This past week has been one of reflection and remembrance for those affected by the tragedy at the Boston Marathon last year. To commemorate those who were injured or lost their lives, the Boston Public Library has displayed some of the items of support left at the site of the bombings. People left anything from hand-written notes to running shoes as a message of love for those grieving.
The "Dear Boston: Messages from the Marathon Memorial" exhibit was a quiet, thoughtful one as visitors slowly made their way towards each item on display. In one corner, there were three small trees with hand-written messages hanging from every branch. All of the notes were confessions of love for Boston or words of encouragement for the future.
In the center of the room, a platform was covered with dozens of running shoes in remembrance of last year's marathon runners. Another case held a pair of shoes with the promise, “I will finish 4.21.14” written on the heel. There were many vows similar to this one, ensuring more runners will be participating in the marathon this year.
Possibly the most moving section of "Dear Boston" is when you’re standing in front of the four crosses built for former University of Massachusetts Boston student Krystle Campbell, Lu Lingzi, Martin Richard, and MIT Police Officer Sean Collier. These four crosses, which were the centerpiece of the original makeshift memorial, were built to honor these four individuals who lost their lives last April. At the memorial, mourners covered the crosses with flowers, candles, and written messages.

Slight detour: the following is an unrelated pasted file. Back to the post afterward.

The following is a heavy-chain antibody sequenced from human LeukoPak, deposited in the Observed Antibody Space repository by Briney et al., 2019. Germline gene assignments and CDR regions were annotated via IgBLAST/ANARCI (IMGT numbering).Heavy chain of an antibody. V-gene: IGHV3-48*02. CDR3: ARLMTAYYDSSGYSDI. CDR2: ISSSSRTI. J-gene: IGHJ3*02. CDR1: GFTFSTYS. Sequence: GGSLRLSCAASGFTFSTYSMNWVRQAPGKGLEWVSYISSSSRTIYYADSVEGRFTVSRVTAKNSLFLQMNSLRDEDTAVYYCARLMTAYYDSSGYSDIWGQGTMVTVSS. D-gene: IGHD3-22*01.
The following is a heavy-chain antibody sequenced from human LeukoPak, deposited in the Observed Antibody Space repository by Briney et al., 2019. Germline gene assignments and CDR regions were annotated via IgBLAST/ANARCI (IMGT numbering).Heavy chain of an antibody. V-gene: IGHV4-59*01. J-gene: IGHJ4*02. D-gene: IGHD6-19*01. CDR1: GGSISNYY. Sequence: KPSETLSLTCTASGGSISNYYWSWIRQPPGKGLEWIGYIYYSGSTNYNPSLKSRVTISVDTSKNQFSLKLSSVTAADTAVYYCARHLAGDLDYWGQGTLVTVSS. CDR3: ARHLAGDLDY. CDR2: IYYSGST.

The items left at the memorial were not only signs of support from fellow Bostonians. There were also tokens of support and hope from all around the world. The Boston Public Library had on display positive messages from Seattle, Miami, Costa Rica, even as far as Istanbul.
A plaque in front of the display of mementos explained the purpose of the Marathon Memorial. Placing these items at the site of the bombings was in hopes of positively moving forward from the marathon’s aftermath. The plaque says of those who left objects at the memorial, “They acknowledge that violence won’t stop happening, but ask us to focus on compassion, human kindness, and community to find a way through it together.”
Before leaving "Dear Boston," visitors were able to leave parting thoughts about their experiences in a notebook. There were quick notes expressing how many were still hurting and would never forget the tragedy of the 2013 Boston Marathon. The city of Boston may still be grieving, but "Dear Boston" made it clear that we are not alone. With the help of each other and those around us, Boston faces its next marathon without hesitation from the thousands ready to run it.
The Boston Public Library’s "Dear Boston: Messages from the Marathon Memorial" is open in the McKim Exhibition Hall in the Central Library in Copley Square from Monday, April 7 to Sunday, May 11.